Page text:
Similarly, the CIO and CTO positions are also evolving in response to this digital transformation of the business landscape. This shift is represented by how CIOs view their roles within a company. In 2017, for instance, only 20% of CIOs still saw themselves solely in their traditional roles of managing IT operations. That number was down from 27% the year prior.

By comparison, around 50% of CIOs are more focused on implementing new systems and aligning them with the company's business goals - a figure up from 45% in 2016. Also, 31% lean towards a more strategic focus, spending the majority of their time on various business innovation and growth activities.

At the same time, however, the business side of an enterprise is becoming more tech savvy. With an overall increase in digital literacy and programming skills, it's becoming increasingly apparent that these roles are overlapping in certain areas. It was Brook Colangelo, EVP, and CTO at Houghton Mifflin Harcourt, who once said in a tweet that “Everybody is a technologist and everybody in technology is in the business.”

In other words, these business leaders need to forsake the traditional way of doing things and take advantage of these skill sets. They need to create an environment in which employees are empowered to innovate, thanks to today's many digital technologies.



By customizing the perfect mix of software, hardware, and IT services, Fractional CIO services delivers a flexible technology solution that evolves and adapts to meet customer needs and exceed expectations at every stage of their business cycle.
  • Tailored Consultation: Prior to offering any recommendations for changes in your IT infrastructure, we become as familiar with your business as possible. By learning specifically what your IT system entails and what you need out of it, we can ensure the best possible recommendation for the next development you undertake.
  • Long-term Planning: We help you to develop long term IT plans that consider crucial factors like your budget, projections, customer and employee needs and business goals to guarantee that your IT infrastructure can always support the changes your company undergoes.
  • One Convenient Rate: As a Virtual CIO, we don’t demand a full-time salary, or any of the other expenditures that come with an actual executive employee. By fulfilling this position though a service, you save money and benefit from a single, easy to budget monthly rate.
What Results Will Your Business See From Fractional CIO Services?
The convergence of in-depth technical knowledge, astute business processes, and expert engineering and financial services into a solid business model enables agencies to proactively address systematic budgeting and long-term management of their IT infrastructures.
Fractional CIO Services brings separately managed IT Processes and components into a single holistic program to deliver end to end services that emphasize benefits to users / customers.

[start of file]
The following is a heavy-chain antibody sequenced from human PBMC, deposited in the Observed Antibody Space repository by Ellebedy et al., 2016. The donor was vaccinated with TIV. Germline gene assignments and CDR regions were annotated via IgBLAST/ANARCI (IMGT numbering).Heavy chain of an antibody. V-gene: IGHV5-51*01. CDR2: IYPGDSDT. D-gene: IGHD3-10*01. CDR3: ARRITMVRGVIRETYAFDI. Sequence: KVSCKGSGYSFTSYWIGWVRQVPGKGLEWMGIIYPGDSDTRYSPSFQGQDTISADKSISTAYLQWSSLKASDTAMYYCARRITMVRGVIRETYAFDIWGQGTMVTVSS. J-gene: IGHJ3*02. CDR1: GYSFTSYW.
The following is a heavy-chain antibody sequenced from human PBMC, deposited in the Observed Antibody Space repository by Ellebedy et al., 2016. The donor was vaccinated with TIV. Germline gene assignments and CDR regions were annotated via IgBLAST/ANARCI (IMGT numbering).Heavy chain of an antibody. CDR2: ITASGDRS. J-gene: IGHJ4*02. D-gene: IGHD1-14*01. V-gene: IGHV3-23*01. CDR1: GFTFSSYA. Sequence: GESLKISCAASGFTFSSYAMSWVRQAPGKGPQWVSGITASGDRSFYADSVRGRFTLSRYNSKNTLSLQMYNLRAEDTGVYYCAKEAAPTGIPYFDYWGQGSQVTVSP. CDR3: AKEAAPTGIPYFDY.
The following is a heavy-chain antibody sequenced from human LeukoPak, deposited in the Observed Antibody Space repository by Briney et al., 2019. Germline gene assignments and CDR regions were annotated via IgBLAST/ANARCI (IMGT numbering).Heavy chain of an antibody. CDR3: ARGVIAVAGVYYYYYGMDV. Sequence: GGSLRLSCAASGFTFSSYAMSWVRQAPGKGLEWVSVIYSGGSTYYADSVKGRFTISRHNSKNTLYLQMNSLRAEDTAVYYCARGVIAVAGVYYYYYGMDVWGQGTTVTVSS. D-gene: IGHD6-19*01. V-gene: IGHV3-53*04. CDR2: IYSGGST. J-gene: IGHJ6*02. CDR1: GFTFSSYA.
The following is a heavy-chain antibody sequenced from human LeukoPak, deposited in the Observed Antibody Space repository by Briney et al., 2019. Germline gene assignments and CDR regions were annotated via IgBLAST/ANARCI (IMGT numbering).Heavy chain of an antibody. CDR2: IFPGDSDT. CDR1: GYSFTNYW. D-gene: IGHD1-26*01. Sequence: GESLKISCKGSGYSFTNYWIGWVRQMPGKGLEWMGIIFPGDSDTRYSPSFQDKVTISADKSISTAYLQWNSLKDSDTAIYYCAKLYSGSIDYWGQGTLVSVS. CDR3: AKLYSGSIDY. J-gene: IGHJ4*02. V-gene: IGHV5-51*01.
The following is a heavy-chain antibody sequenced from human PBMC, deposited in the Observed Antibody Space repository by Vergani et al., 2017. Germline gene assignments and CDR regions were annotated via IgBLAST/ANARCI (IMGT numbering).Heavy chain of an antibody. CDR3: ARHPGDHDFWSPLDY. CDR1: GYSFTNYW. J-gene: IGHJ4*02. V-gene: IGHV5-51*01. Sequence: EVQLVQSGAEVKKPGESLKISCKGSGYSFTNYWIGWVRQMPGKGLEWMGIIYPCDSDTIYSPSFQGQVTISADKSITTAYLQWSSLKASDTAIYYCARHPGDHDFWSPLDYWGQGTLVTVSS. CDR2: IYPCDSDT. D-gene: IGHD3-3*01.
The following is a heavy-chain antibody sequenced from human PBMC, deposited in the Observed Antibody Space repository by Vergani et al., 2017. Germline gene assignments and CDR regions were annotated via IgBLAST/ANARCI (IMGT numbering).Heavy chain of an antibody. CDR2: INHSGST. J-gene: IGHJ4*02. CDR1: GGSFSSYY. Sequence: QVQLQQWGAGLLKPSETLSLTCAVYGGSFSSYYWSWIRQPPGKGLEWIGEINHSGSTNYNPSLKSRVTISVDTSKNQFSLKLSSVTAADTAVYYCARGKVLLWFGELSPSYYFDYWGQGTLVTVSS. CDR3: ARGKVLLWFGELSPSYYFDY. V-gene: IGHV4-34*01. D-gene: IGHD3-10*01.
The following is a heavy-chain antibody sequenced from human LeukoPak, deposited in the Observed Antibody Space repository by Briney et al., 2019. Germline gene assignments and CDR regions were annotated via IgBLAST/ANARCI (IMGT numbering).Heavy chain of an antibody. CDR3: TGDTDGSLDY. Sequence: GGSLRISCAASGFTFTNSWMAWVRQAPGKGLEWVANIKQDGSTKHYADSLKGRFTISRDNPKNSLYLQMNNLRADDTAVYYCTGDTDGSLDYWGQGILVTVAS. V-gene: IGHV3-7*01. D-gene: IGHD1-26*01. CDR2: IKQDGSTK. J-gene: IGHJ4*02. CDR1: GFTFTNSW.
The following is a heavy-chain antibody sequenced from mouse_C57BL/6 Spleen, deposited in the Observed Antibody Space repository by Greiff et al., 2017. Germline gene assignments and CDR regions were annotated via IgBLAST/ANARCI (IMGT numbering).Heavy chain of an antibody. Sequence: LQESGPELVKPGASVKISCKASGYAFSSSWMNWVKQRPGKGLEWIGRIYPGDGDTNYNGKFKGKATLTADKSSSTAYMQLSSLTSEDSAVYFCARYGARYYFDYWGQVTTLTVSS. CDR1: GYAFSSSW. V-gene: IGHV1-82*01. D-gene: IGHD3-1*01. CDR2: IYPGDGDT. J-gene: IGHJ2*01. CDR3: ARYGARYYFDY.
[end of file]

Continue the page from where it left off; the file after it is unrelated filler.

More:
• Better business and IT alignment
  • Enhanced agility
  • Reduced IT costs
  • Better profitability
  • Reduced regulatory and security risks
  • Improved satisfaction with IT
Fractional CIO Services focuses on cost, contract and organizational management of hardware and software across the entire life cycle.


Contact Managed Solution To Evaluate Your Business Needs 858-429-3084


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A technology roadmap can help the CIO act more in line with the strategy of the organization. It benefits both technology leaders and functional leaders and encourages collaboration that results in true executive alignment on existing and new investments.
What is a technology roadmap?
A roadmap is the governing document that dictates specifically how technology will support the business strategy and help drive businesses priorities over the next 3-5 years. From what I have seen, the best roadmaps contain the following:
  1. A strategy statement with the list of the strategic priorities for the business (not IT-specific).
  2. A timeline of the initiatives and projects that will occur over the next several years with approximate start and end dates, durations, and sizes.
  3. A prioritized list of improvement opportunities. This is generated jointly by the business and IT and should be refreshed periodically.
  4. High-level justifications for each project. These should be robust for projects over the next 12 months and simpler statements for projects past the 12 month horizon.
  5. The estimated cost and duration for each project. This is specific and reasonably accurate for projects occurring over the next 12 months and can be vaguer for projects that go out farther than that.
  6. An owner for each project. This is the sponsoring executive or delegate directly overseeing the project. For projects in the next 12 months it should be the specific person and for projects beyond that it can be the owning executive.